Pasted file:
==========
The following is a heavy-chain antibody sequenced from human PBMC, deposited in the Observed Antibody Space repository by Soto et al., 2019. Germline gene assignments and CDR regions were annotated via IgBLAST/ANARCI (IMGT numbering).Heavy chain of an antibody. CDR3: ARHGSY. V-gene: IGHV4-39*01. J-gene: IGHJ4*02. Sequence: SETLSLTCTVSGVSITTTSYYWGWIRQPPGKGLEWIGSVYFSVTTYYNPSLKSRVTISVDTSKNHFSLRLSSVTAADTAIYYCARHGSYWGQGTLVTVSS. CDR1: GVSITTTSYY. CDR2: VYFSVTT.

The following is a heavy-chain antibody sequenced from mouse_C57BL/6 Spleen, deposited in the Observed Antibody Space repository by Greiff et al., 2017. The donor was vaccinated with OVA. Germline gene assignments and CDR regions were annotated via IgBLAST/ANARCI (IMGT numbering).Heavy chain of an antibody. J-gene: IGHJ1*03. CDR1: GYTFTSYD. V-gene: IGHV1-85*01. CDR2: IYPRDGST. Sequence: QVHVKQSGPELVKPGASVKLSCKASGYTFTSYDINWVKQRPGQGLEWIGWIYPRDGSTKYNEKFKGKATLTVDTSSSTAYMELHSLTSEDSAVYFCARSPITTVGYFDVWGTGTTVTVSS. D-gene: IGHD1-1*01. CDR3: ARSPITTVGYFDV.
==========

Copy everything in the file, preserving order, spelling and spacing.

The following is a heavy-chain antibody sequenced from human PBMC, deposited in the Observed Antibody Space repository by Soto et al., 2019. Germline gene assignments and CDR regions were annotated via IgBLAST/ANARCI (IMGT numbering).Heavy chain of an antibody. CDR3: ARHGSY. V-gene: IGHV4-39*01. J-gene: IGHJ4*02. Sequence: SETLSLTCTVSGVSITTTSYYWGWIRQPPGKGLEWIGSVYFSVTTYYNPSLKSRVTISVDTSKNHFSLRLSSVTAADTAIYYCARHGSYWGQGTLVTVSS. CDR1: GVSITTTSYY. CDR2: VYFSVTT.

The following is a heavy-chain antibody sequenced from mouse_C57BL/6 Spleen, deposited in the Observed Antibody Space repository by Greiff et al., 2017. The donor was vaccinated with OVA. Germline gene assignments and CDR regions were annotated via IgBLAST/ANARCI (IMGT numbering).Heavy chain of an antibody. J-gene: IGHJ1*03. CDR1: GYTFTSYD. V-gene: IGHV1-85*01. CDR2: IYPRDGST. Sequence: QVHVKQSGPELVKPGASVKLSCKASGYTFTSYDINWVKQRPGQGLEWIGWIYPRDGSTKYNEKFKGKATLTVDTSSSTAYMELHSLTSEDSAVYFCARSPITTVGYFDVWGTGTTVTVSS. D-gene: IGHD1-1*01. CDR3: ARSPITTVGYFDV.